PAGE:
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Lummi Elders help tackle community health questions
On Nov. 6, Northwest Indian College’s Lummi Traditional Plants & Foods program hosted a dinner and roundtable discussion called “Reclaiming our Local Food System, Back to the Basics.”
Program staff invited Elders from the Lummi community to discuss three questions:
• What does feeding the people look like to you?
• What ways do you see families working together to feed the community?
• How do you want to be involved?
Below, Gail Julius, Lummi Tribal member and Traditional Plants & Foods program assistant, recounts the event’s outcomes.
The overarching goal of the Lummi Traditional Plants & Foods program is to create a healthy community and reclaim and own our own health. We want to help create a greater understanding of traditional plants and foods and teach community members how to use them, for both medicinal and preventative measures.
We recently held a roundtable discussion to further our program goals by seeking guidance from our community.
We invited key people to the gathering who we felt would have great knowledge of “back in the day” traditions: our beloved Elders. Bill James, Fran James, Ernestine Gensaw, Floyd and Ethyl Warbus, and Sharon Wolfe (Lummi Health Commissioner) were among those in attendance to share stories and ideas.
Not only did they talk about the questions introduced in the roundtable discussion sessions, but also about their concerns regarding this project. They fear the project will not move forward or that it will be put aside like they have seen happen many times in the past.
The passion they expressed about getting our community healthy again was heartfelt and genuine.
Also in attendance was: Ceserita Ballew (Lummi caterer) Althea Wilson, Kim Nunnenkamp, Annette Warbus, Cristie James (Traditional Plants & Food family), and Winona and Paul (NWIC students).
These ladies and gentleman shared their youthful energy and the passion they have to move the program’s goals forward and looked to the knowledge of our Elders to come up with creative ways to meet program goals.
Among the many ideas derived from the three questions, the ones that most stuck out were:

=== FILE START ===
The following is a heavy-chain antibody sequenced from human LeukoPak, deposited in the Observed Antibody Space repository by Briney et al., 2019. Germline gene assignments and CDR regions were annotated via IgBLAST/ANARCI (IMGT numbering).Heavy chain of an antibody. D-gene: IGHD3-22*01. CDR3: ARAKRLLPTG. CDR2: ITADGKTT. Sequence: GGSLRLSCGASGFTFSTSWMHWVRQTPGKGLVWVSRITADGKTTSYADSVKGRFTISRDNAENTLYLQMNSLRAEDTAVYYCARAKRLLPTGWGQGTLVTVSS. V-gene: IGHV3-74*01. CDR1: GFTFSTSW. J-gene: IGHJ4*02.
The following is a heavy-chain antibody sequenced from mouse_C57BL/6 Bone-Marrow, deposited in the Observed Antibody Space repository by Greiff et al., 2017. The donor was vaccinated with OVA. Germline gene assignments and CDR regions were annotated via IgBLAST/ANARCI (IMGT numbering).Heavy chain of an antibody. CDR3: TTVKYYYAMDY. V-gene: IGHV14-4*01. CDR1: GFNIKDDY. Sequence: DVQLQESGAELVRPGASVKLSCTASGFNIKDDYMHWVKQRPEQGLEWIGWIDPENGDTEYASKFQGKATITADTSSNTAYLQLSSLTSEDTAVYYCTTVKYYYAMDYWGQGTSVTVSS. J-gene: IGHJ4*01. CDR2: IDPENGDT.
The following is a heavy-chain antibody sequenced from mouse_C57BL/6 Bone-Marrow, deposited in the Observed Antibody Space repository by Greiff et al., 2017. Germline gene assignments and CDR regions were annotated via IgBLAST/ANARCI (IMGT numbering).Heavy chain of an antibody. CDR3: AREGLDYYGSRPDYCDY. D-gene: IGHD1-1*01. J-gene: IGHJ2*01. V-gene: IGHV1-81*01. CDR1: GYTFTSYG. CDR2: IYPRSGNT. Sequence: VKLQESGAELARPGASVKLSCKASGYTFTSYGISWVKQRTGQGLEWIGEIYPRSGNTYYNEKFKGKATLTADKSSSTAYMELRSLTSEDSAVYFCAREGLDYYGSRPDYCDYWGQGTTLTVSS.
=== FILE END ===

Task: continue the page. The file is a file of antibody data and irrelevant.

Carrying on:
• Educate our community starting as young as Head Start age
• Teach our tribal cooks, caterers, and funeral cooks about traditional foods
• Hold cooking classes on preservation of food and when to gather (4 seasons)
• Hold traditional skill building classes (hunting, fishing, clam digging, diving)
• Create gardens
• Invite elders to more home gatherings
• Share food recipes with other individuals and other communities
• Work together as a whole and not as individuals
• Educate our community on local hunger issues
On the question of “How do you want to be involved,” the responses were simple and to the point:
• Be a part of the planning process
• Learn objectives to help educate others
• Learn from elders
• Assist with community gardens or be a part of the Gleaning Project
• Assist with community gatherings and dinners
• Work with health services to minimize diabetes and other health elements through natural foods
The night was filled with an abundance of knowledge and ideas. We thoroughly enjoyed listening and absorbing what was shared with us, and we look forward to meeting again during our many future gatherings.
In addition, we would like to invite YOU, Lummi community, to come and share in this movement to change the lives within our families, friendships and community. Come share your stories, ideas and your passion.
We are excited for this project to take form, and equally as excited to work with all of you to move this work to the next level. With your help we can give our community more opportunities to make lifestyle interventions, relearn our local food system, reclaim our culture through plants and foods, and get back to the basics.
Please do not hesitate to contact me or Vanessa Cooper, Lummi Traditional Plants & Foods program coordinator, if you want to know more about how you can get involved, or if you want more information on the healthy goals we have in store for Lummi. We look forward to hearing from you.
Vanessa Cooper can be reached at firstname.lastname@example.org or (360) 392-4343. I can be reached at email@example.com or (360) 595-4396.
Many hy’shqes friends and family,